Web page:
Future Missions

Within the next few years, a few spacecraft are set to launch, each of which will play a role in the detection and understanding of exoplanets.

TESS Transiting Exoplanet Survey Satellite was launched in April 2018 and will survey the brightest stars near the Earth for exoplanets for a planned period of 2 years.
CHEOPS The CHaracterising ExOPlanet Satellite is a ESA mission planned for a 2019 launch which will search for transiting exoplanets orbiting bright stars which are known to host planets. The mission's main aims are to measure the density of super-Earths and Neptunes.
JWST The James Webb Space Telescope, seen in some ways as NASA's successor to the Hubble Space Telescope, is scheduled to launch in March 2021 and will operate at optical and near-infrared wavelengths. One of its mission aims will be the direct imaging of exoplanet systems.
PLATO Due for launch in 2026, ESA’s PLAnetary Transits and Oscillations of stars mission will search for transits by observing around a million stars, aiming discover Earth-like planets in the habitable zone around Sun-like stars where water might exist in the liquid state.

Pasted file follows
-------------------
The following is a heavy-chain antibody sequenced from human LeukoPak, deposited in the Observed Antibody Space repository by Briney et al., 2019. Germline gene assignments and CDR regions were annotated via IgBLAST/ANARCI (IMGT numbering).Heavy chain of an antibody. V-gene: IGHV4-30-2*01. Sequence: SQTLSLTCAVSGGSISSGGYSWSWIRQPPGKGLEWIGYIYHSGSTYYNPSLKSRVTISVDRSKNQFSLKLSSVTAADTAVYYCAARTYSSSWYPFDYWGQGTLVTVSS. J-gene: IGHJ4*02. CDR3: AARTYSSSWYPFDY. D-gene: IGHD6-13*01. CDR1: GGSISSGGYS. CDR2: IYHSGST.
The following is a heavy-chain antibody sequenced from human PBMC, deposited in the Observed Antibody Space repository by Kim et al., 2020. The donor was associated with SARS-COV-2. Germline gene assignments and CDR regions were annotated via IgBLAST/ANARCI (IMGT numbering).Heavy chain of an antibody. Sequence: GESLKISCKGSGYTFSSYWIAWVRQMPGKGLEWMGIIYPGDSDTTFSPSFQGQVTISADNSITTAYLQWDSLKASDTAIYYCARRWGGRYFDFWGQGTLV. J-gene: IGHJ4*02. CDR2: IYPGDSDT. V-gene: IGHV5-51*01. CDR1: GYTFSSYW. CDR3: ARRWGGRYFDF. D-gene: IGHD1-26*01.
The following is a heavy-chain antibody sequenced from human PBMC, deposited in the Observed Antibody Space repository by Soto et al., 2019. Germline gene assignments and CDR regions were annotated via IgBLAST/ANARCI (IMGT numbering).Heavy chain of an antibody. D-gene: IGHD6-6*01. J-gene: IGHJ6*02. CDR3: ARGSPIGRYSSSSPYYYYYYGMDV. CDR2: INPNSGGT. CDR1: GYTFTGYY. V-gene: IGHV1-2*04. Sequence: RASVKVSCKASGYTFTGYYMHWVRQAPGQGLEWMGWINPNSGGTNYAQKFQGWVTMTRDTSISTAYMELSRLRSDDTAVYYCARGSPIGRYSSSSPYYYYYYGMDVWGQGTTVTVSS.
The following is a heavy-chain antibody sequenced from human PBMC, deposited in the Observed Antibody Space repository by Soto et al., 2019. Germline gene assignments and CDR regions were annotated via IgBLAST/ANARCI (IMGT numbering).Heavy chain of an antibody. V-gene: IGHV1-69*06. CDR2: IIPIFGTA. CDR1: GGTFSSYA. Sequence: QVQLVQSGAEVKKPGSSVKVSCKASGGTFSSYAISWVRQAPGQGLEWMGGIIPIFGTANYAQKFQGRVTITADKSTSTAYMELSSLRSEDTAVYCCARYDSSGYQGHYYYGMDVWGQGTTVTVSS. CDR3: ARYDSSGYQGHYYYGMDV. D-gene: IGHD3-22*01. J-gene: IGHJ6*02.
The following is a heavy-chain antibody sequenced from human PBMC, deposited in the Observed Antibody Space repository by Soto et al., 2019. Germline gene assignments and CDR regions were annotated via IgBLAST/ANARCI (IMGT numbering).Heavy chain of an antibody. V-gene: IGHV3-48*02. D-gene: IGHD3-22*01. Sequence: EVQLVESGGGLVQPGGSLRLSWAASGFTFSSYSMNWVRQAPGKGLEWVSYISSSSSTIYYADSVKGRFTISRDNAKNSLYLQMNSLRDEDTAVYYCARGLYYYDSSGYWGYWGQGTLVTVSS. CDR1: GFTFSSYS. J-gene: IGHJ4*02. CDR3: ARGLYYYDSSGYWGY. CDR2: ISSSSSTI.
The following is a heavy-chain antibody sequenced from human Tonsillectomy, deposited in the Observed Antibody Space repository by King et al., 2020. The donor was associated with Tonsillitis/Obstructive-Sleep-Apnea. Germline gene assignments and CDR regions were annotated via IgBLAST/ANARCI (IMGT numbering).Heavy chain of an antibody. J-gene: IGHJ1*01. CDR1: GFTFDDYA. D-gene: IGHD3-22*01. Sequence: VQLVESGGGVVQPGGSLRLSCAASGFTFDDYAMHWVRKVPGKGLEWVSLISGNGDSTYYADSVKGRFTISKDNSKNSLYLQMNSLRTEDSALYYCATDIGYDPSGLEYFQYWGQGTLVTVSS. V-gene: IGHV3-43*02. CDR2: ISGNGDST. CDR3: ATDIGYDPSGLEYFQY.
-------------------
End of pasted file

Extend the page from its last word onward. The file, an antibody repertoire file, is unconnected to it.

WFIRST The Wide Field Infrared Survey Telescope is a NASA infra-red space observatory planned to launch in the mid-2020s.

While previous discoveries are no exclusively from the world's largest or most expensive telescopes, future ground-based studies will also benefit from the larger aperture telescopes currently being built or designed. With apertures three times the size of the current largest optical telescopes (and a collecting area 9 times larger), these telescopes will simply be able to look deeper into space and detect fainter objects than is currently possible.

GMT The Giant Magellan Telescope will be a 24.5 metre wide telescope at Las Campanas Observatory in Chile with first light planned for 2024.
ELT The Extremely Large Telescope is a 39 metre wide telescope under construction in northern Chile and planned for first light in 2024.
TMT The Thirty Meter Telescope is planned for the Mauna Kea site in Hawai'i' with potential first light in 2027.

Read more about the various detection methods.